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November news from CJCJ

In this issue:


Cameo House's new alternative sentencing program opens its doors

Program helps justice-involved families stay together in the community

On November 14, CJCJ's Cameo House opened its doors to the San Francisco community for a celebration of its new alternative sentencing program. Cameo House has long served as CJCJ's transitional housing program for formerly incarcerated homeless mothers in San Francisco. 

Now, in partnership with the San Francisco Adult Probation Department, Cameo House is also now open as an alternative sentencing program for pregnant and parenting women, allowing families to stay together in a supportive and nurturing environment in the community.

Speakers at the November 14 reception included San Francisco Chief Probation Officer Wendy Still and Sheriff Ross Mirkarimi who highlighted the need for community-based programs that address the unique needs for formerly incarcerated mothers.

Read more on the CJCJ blog >>


CJCJ releases new resource to help people get a fresh start

Seal It helps people navigate confusing process of sealing juvenile records

CJCJ is thrilled to announce the launch of Seal It, a new resource to help people seal their juvenile records. Juvenile records, including records of arrests and court rulings, can interfere with finding a job, getting into college, becoming a citizen, and getting a driver’s license, regardless of how law-abiding a person is during adulthood. But while records are not automatically sealed when people turn 18 — despite the common misperception that they are — most people can petition to have their records sealed and eventually destroyed.

But the record-sealing process is frustrating, confusing, and burdensome, with each of the state’s 58 counties requiring different sets of obscure procedures. Seal It helps people get through the process, answering frequently asked questions about sealing juvenile records, including eligibility requirements and the legal implications of sealing a record, and providing a database of county-specific information.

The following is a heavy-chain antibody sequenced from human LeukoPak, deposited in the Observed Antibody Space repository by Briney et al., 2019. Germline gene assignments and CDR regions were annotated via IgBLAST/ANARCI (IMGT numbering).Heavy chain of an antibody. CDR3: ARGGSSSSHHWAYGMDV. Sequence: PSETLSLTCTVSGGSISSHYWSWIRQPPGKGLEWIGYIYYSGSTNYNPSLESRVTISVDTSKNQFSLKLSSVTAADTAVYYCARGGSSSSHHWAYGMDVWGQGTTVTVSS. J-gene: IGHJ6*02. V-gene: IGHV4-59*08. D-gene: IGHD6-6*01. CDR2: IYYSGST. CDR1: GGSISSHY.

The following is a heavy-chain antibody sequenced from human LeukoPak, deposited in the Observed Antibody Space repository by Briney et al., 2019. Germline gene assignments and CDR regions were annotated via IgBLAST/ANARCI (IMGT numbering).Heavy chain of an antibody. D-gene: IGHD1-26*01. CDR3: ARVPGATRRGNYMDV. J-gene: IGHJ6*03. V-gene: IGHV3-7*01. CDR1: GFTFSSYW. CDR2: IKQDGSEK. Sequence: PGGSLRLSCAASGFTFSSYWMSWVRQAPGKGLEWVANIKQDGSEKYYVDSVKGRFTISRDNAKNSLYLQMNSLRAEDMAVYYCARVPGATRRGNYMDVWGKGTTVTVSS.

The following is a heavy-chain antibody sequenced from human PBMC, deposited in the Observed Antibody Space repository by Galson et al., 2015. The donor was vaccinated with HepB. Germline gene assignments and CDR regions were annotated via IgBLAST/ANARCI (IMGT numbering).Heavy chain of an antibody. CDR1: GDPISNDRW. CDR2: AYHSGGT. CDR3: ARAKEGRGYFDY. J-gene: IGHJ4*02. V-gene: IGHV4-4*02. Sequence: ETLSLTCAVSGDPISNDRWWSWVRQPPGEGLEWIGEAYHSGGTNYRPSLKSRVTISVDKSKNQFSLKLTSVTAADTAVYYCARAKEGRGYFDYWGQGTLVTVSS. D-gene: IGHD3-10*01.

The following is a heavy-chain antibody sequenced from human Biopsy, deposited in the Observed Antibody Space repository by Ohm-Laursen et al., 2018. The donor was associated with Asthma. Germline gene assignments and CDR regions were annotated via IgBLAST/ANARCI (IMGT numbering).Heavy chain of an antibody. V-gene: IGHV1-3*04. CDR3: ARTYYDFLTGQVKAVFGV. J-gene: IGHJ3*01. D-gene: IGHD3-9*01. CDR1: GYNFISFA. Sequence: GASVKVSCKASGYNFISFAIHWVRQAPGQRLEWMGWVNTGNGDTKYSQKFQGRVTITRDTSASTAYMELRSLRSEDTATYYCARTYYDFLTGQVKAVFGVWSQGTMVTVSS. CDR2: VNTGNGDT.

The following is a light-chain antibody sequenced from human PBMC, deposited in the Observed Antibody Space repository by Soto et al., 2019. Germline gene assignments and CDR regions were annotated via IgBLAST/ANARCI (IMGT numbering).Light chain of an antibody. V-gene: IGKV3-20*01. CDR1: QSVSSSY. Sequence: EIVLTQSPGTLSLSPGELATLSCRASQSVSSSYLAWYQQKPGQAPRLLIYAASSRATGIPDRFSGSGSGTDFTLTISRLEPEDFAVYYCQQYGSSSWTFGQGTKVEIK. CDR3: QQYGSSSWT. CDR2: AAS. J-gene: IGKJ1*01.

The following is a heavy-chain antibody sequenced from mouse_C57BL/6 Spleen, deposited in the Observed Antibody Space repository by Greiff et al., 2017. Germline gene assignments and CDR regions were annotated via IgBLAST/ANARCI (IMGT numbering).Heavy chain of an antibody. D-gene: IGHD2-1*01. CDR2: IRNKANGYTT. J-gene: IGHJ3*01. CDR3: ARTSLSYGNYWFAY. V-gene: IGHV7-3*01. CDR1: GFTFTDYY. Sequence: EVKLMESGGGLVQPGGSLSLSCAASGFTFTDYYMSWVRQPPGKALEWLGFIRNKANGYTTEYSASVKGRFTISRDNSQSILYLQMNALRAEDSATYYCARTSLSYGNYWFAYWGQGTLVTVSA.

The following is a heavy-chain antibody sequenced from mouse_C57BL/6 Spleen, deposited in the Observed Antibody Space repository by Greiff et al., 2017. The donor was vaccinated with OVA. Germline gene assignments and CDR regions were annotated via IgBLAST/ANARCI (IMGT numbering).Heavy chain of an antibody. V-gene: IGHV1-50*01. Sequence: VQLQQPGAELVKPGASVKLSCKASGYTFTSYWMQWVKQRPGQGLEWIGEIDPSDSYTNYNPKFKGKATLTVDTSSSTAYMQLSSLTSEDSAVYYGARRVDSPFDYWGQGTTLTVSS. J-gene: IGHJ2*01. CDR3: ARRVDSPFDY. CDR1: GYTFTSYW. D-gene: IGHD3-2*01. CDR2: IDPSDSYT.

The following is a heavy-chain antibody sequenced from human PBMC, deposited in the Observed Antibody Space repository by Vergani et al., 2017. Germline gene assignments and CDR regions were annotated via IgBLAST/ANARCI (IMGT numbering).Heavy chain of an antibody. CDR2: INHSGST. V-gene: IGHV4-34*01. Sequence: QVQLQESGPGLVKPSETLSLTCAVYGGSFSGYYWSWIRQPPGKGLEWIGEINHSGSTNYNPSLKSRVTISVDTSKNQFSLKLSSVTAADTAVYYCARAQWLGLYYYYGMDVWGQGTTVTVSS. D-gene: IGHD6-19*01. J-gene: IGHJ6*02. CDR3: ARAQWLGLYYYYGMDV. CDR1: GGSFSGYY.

Read more on the CJCJ blog >> 

Seal your juvenile record >> 


After Proposition 47: Following the Money

Advocates must make sure the savings get into the right hands

Two weeks ago, California voters ushered in a landmark opportunity to reduce the state’s over-reliance on incarceration and support some of its most vulnerable communities. With the passage of Proposition 47, drug possession and petty theft-related offenses were reclassified as misdemeanors, with immediate implications for tens of thousands of Californians who have been convicted, or face being convicted, of these offenses. 

The initiative also goes beyond sentencing reform, directing the money saved from sending thousands fewer people to prison (where annual costs now run at more than $60,000 per head) to the “Safe Neighborhood and Schools Fund,” which will support substance abuse and mental health treatment, truancy and drop-out prevention, and victim services. But while the initiative holds great promise for sustainably reducing incarceration, that outcome is far from guaranteed.

Advocates must make sure the money doesn't get claimed by law enforcement agencies, and instead supports community-based programs and services that will truly reduce society's reliance on incarceration.

Read more on the CJCJ blog >> 


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